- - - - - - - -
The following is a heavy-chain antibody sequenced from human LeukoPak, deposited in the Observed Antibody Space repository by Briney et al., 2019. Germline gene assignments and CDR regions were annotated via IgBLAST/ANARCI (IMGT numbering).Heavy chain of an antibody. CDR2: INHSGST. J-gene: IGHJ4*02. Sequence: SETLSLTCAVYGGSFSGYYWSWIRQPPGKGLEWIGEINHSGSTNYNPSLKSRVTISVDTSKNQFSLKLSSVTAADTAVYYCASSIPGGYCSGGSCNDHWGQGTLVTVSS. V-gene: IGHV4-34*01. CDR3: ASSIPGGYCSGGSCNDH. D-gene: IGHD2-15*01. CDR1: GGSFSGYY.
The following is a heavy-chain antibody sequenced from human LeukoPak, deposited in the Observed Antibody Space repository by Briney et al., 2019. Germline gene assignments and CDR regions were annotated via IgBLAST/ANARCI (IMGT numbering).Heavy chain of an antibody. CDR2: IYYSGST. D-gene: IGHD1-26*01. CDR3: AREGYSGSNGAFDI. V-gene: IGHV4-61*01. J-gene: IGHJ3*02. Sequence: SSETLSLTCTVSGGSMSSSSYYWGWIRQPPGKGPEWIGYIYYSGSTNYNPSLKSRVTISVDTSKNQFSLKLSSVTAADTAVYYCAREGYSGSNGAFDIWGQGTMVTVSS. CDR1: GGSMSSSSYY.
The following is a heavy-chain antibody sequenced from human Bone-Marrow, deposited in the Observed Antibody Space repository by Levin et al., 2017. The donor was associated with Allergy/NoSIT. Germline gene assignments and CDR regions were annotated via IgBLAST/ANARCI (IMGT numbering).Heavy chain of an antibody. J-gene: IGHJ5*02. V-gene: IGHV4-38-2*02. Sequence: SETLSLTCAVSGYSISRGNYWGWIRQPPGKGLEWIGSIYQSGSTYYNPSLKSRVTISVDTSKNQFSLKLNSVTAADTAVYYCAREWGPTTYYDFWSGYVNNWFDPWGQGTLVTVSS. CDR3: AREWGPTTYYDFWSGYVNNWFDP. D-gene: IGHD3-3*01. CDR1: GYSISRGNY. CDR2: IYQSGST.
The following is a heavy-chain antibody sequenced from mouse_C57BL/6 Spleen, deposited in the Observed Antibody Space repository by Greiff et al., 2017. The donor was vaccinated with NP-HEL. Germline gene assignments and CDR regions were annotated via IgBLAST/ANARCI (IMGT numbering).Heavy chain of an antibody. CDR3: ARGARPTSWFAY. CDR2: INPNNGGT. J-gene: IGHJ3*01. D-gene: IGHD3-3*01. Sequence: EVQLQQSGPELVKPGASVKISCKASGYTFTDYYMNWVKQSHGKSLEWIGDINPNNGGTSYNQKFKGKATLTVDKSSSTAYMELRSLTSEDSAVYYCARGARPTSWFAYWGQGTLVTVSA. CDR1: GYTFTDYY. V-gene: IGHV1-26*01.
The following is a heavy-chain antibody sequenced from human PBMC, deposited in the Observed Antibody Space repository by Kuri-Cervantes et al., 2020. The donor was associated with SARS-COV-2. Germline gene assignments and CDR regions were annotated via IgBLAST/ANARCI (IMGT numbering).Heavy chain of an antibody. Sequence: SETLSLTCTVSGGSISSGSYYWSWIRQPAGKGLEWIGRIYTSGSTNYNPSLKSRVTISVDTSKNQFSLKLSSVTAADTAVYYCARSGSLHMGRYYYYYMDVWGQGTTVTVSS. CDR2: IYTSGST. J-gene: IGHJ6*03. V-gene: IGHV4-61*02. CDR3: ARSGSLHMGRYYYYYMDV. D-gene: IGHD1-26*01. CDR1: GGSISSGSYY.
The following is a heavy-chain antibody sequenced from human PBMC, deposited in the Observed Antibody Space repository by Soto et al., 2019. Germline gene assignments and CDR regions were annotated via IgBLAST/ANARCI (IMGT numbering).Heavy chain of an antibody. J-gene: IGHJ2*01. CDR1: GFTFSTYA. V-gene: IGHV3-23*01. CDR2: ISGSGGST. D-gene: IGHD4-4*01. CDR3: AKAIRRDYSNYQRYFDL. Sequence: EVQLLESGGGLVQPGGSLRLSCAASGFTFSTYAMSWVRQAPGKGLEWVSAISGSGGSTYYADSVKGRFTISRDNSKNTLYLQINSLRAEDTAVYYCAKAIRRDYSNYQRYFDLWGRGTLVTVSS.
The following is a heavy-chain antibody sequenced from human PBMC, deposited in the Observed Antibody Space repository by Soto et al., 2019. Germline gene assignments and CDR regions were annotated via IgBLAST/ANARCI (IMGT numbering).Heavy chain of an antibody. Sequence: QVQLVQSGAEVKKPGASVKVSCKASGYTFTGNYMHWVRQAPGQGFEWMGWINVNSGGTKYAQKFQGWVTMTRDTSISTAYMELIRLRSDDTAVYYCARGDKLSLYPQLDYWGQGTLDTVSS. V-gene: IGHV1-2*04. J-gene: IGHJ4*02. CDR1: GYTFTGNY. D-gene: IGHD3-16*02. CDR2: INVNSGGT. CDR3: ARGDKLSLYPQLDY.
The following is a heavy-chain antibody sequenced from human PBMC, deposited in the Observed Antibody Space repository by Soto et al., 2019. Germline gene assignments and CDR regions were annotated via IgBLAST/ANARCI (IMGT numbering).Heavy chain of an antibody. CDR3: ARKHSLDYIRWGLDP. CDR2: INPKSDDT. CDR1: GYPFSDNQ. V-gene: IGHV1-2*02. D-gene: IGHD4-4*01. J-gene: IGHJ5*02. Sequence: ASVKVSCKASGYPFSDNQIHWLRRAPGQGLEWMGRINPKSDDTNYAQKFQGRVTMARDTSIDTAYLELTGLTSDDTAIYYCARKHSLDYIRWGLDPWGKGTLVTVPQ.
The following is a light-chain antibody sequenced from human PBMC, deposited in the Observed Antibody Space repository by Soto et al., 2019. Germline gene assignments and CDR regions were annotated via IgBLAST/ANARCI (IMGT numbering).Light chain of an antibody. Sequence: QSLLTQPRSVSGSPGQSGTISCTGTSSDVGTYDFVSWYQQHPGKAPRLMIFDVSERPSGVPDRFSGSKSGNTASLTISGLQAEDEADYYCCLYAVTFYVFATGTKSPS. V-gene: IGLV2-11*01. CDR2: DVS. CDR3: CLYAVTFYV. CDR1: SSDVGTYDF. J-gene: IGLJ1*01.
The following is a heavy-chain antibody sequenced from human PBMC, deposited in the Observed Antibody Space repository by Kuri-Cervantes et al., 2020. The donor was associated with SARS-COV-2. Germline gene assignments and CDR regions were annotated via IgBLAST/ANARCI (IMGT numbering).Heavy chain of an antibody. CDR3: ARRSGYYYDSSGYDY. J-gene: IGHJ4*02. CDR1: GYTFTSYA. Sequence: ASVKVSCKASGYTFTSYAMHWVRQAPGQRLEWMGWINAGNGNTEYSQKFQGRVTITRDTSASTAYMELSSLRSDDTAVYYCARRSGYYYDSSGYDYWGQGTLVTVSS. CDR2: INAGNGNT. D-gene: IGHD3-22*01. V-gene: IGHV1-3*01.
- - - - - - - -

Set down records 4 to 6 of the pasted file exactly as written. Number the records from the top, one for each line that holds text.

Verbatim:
The following is a heavy-chain antibody sequenced from mouse_C57BL/6 Spleen, deposited in the Observed Antibody Space repository by Greiff et al., 2017. The donor was vaccinated with NP-HEL. Germline gene assignments and CDR regions were annotated via IgBLAST/ANARCI (IMGT numbering).Heavy chain of an antibody. CDR3: ARGARPTSWFAY. CDR2: INPNNGGT. J-gene: IGHJ3*01. D-gene: IGHD3-3*01. Sequence: EVQLQQSGPELVKPGASVKISCKASGYTFTDYYMNWVKQSHGKSLEWIGDINPNNGGTSYNQKFKGKATLTVDKSSSTAYMELRSLTSEDSAVYYCARGARPTSWFAYWGQGTLVTVSA. CDR1: GYTFTDYY. V-gene: IGHV1-26*01.
The following is a heavy-chain antibody sequenced from human PBMC, deposited in the Observed Antibody Space repository by Kuri-Cervantes et al., 2020. The donor was associated with SARS-COV-2. Germline gene assignments and CDR regions were annotated via IgBLAST/ANARCI (IMGT numbering).Heavy chain of an antibody. Sequence: SETLSLTCTVSGGSISSGSYYWSWIRQPAGKGLEWIGRIYTSGSTNYNPSLKSRVTISVDTSKNQFSLKLSSVTAADTAVYYCARSGSLHMGRYYYYYMDVWGQGTTVTVSS. CDR2: IYTSGST. J-gene: IGHJ6*03. V-gene: IGHV4-61*02. CDR3: ARSGSLHMGRYYYYYMDV. D-gene: IGHD1-26*01. CDR1: GGSISSGSYY.
The following is a heavy-chain antibody sequenced from human PBMC, deposited in the Observed Antibody Space repository by Soto et al., 2019. Germline gene assignments and CDR regions were annotated via IgBLAST/ANARCI (IMGT numbering).Heavy chain of an antibody. J-gene: IGHJ2*01. CDR1: GFTFSTYA. V-gene: IGHV3-23*01. CDR2: ISGSGGST. D-gene: IGHD4-4*01. CDR3: AKAIRRDYSNYQRYFDL. Sequence: EVQLLESGGGLVQPGGSLRLSCAASGFTFSTYAMSWVRQAPGKGLEWVSAISGSGGSTYYADSVKGRFTISRDNSKNTLYLQINSLRAEDTAVYYCAKAIRRDYSNYQRYFDLWGRGTLVTVSS.